Last Sunday, there was bubbling joy and celebration at Trinidad and Tobago’s second annual Pride Parade. A few hundred LGBT Trinis and their supporters braved the rain and followed the music truck through Port of Spain, rainbow colours aplenty.
That same day, Catholic Archbishop Jason Gordon was in the Express writing eloquently of a “culture of disrespect” which has helped drive Trinidad and Tobago’s murder rate to crisis levels.
Poised outside Mandela Park, where the parade began and ended was a prime example of that disrespect. Two gloomy evangelical pastors held a placard.
It read: “Homosexuals, Baby Killers. Idolaters. Unbelieving. Liars. Drunkards. Gossips, Cowards, Thieves, Mockers, Fornicators. HELLFIRE Awaits. Turn to Jesus.”
It don’t come more disrespectful than that. Or less accurate. I don’t think anyone on T&T’s Pride Parade killed a baby yet.
Though maybe one or two of them gossip sometimes over a cold Stag.
The Archbishop is right. Disrespect can kill.
In that same Mandela Park in December 2017, a young trans woman, Sasha Fierce, was shot dead for no apparent reason. Like a piece of meat. Just yards from where the pastors brandished their placards.
Sasha was not alone. Too many LGBT people have been killed in this country. Precise motives are not always clear – but I’m talking about killings where the victim’s sexuality seems to be relevant.
Last week Friday, Raymond Choo Kong’s last production, Diva, played to a full house at the Little Carib. Raymond was not there to see it. He was stabbed to death in his home a few days earlier. So far, we’ve seen no arrests.
It’s just ten months since we had another Little Carib event to celebrate the life of Gregory Singh, a theatre producer found strangled in his home in September last year.
I spoke last week to one well-informed gay man, who quickly named six friends and associates killed in the past couple of years, and two more who barely escaped with their lives. By any stretch, that’s a shocking total.
Some killings look like hate crimes. Others may be crimes of opportunity, or a mix of both.
Either way, intolerance, disrespect and homophobia make it harder to bring killers to justice. Victim-blaming is right up there. Social pressures to keep LGBT friendships under cover push what might be promising leads out of sight. Potential witnesses don’t want to be labelled gay by association.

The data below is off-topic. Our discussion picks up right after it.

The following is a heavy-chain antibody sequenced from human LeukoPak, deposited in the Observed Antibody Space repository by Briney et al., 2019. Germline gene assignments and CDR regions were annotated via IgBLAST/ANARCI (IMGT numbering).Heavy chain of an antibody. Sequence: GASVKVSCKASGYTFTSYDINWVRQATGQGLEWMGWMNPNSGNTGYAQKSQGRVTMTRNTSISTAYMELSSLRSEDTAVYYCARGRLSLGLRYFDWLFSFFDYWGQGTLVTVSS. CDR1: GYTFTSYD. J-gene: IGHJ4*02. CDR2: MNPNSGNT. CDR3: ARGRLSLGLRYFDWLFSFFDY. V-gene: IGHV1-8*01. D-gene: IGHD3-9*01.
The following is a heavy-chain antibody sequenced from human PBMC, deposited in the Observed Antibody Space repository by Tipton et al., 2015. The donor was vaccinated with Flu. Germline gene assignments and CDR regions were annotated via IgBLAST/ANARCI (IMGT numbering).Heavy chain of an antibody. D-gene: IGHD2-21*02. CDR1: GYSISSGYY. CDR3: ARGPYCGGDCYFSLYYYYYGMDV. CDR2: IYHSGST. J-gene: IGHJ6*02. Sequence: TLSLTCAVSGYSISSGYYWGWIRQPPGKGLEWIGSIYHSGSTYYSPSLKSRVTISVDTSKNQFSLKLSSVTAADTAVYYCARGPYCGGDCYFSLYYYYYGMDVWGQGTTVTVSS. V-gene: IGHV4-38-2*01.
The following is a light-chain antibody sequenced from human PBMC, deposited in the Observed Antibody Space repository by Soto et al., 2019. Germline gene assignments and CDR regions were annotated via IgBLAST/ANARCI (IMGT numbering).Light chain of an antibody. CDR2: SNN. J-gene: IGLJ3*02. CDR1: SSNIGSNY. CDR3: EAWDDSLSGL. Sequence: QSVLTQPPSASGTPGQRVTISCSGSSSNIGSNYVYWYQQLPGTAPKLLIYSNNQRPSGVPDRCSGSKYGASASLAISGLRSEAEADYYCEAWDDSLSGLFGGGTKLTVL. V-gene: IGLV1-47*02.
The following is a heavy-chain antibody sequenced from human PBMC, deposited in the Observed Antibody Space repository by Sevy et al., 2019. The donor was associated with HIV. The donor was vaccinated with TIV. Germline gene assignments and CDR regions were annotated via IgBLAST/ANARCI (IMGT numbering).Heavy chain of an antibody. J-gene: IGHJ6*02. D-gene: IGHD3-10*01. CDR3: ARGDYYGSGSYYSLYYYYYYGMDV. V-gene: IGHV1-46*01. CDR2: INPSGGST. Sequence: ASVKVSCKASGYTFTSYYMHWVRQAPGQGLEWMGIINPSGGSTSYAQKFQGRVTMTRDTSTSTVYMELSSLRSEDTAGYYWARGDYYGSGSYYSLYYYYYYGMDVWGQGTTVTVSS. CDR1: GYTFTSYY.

Worst of all, we’ve seen courts let killers off with a slap on the wrist where their victim was gay.
All this is compounded when gay sex is in itself a criminal offence.
On that front, T&T is now in a grey zone. Last year’s Jason Jones judgment overturned the colonial-era “buggery laws.” But the State’s appeal is still to be heard – and after that, we have a long wait for the Privy Council.
Elsewhere in the Caribbean, other challenges are afoot.
Two gay men from St Vincent last Friday challenged their country’s “buggery laws”. One has asylum in Britain. The other lives in Chicago, but wants to come home with his partner. On their legal team is Peter Laverack, who starred in the Jason Jones case.
A week earlier, another gay man challenged Dominica’s homophobic legislation. A statement in his support says: “The claimant was savagely attacked in his home, yet the police refused to investigate, despite repeated requests by the claimant, and allowed his attacker to remain free.”
He wants to remain anonymous; such is the climate of fear on a small island.
His support statement says: “Government officials have prioritised the views of conservative religious groups over the lives of LGBT citizens.”
That’s you, pastors.
The Dominica challenge will eventually wind up in the Caribbean Court of Justice. The St Vincent case, like T&T’s, will find its way to the Privy Council.
The Inter-American Commission on Human Rights last month gave Barbados three months to respond to a petition challenging its repressive Sexual Offences Act. The commission can refer the challenge to the Inter-American Court of Human Rights, which has binding power to mandate Barbados to reform.
The commission has meanwhile asked Jamaica to respond to a challenge to its ban on same-sex unions and marriages, filed by Maurice Tomlinson, a Jamaican who lives in Toronto with his Canadian husband – and would like to come home with him to help care for his elderly parents.
Maurice Tomlinson also has a challenge to Jamaica’s “buggery law,” filed in 2015 and still stuck in a queue with no date for a full hearing.
Legal changes are important. But the other battle is for an end to the culture of intolerance and disrespect.
A few hundred felt able to parade last Sunday. But when much smaller numbers gathered at the Hall of Justice to support the Jason Jones legal challenge last year, some found themselves evicted from their homes or fired from their work.
We’re a long way from a world where teachers, police officers, construction workers, priests and pastors, or indeed senior executives can join a parade without fear of the consequences – still less, young guys living in high-crime neighbourhoods. And gay politicians daring to speak openly? Dream on.